Last month, the books on my reading list included Mary Trump’s Too Much and Never Enough, Shel Silverstein’s The Missing Piece, and Ready to Heal – Breaking Free of Addictive Relationships by Kelly McDaniel.
September book reviews
Let’s start with Too Much and Never Enough. The book left me feeling quite a few opposing emotions. There were times that I almost felt bad for Donald Trump. Almost. It was his older brother Fred (Mary’s father) that really succumbed to the very privileged but unfortunate circumstance that he could not control; being born into the Trump family.
Donald learned to get by and gain favor with his father (Fred, Sr.) by bullying his siblings, lying, and being disobedient. These two factors made Fred, Sr. notice and even encourage and cultivate that kind of behavior, because he saw it as advantageous in the business world. Even though Donald was terrible at managing businesses (or really anything he got his hands on) he had created a persona that made the Trump name synonymous with wealth and grandeur. Fred, Sr. continued to bail Donald out after each business failure to keep up appearances.
The Donald we know today is the product of a sociopath raising a child. A child that never measured up but learned to overcompensate and bluster as a defense mechanism. Donald Trump is a very fragile little man, with an even more delicate ego. I don’t feel sorry for him, one bit. Especially after seeing how much he’s paid in taxes, and seeing how he treats people around him. The election is a month and some change away, and I think that this was the perfect time to read this book. I’d definitely recommend if you are on the fence about who to vote for this November.
Ready to Heal – Breaking Free of Addictive Relationships was like THE BOOK that I needed to read. A section that stood out to me (like really captured my attention and left me shook) was How Emotional Orphans Are Born. It was about Attachment Theory and the infant brain. If we are not emotionally tended to correctly by a or both parents, our brains don’t develop a secure attachment style – meaning that we learn that the world is not safe and that our needs won’t be met.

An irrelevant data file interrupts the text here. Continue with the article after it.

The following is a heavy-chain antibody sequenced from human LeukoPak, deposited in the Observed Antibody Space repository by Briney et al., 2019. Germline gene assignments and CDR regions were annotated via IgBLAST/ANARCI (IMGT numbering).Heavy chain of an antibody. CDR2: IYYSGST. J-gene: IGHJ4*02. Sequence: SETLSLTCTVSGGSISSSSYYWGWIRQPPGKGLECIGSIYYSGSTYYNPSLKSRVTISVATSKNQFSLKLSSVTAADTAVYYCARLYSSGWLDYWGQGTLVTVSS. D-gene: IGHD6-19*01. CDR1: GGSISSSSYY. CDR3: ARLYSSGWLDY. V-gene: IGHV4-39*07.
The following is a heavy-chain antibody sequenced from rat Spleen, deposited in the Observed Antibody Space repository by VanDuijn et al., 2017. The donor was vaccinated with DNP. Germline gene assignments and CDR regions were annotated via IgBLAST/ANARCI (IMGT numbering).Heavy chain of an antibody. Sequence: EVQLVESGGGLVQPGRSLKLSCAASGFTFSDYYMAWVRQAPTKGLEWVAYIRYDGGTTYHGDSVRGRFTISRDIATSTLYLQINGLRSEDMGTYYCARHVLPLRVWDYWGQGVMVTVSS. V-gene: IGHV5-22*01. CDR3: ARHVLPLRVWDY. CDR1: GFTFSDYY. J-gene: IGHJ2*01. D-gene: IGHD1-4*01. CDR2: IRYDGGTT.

It’s really a heartbreaking section, because I immediately recalled how my dad used to joke about how I was a good sleeper soon after my mom went back to work after I was born. He said I would cry and cry, and he’d look at me in the crib like, “I don’t have boobs, what do you want me to do?”
Eventually, I didn’t cry anymore.
A very similar scenario was spelled out in this section. I wasn’t self-soothing, as he thought. In fact, I was dissociated and learning that my needs wouldn’t be met.
Reading this clarified so much for me. I fiercely hate having to depend on anyone for anything. If I can do it myself, I will, because I never feel like anyone has my back or really fights for me. I’ve been like that since I was old enough to walk, talk, and read. It stems back to being in the crib with no one coming to answer my cries. From there, I developed an anxious attachment style, and it’s impacted all of my friendships and relationships. I also learned about the concept of “mother hunger” that impacts a woman for her entire life is she is not bonded with her mom. She might spend the rest of her life looking for the reassurance she never got from her mother, which also impacts all of her relationships.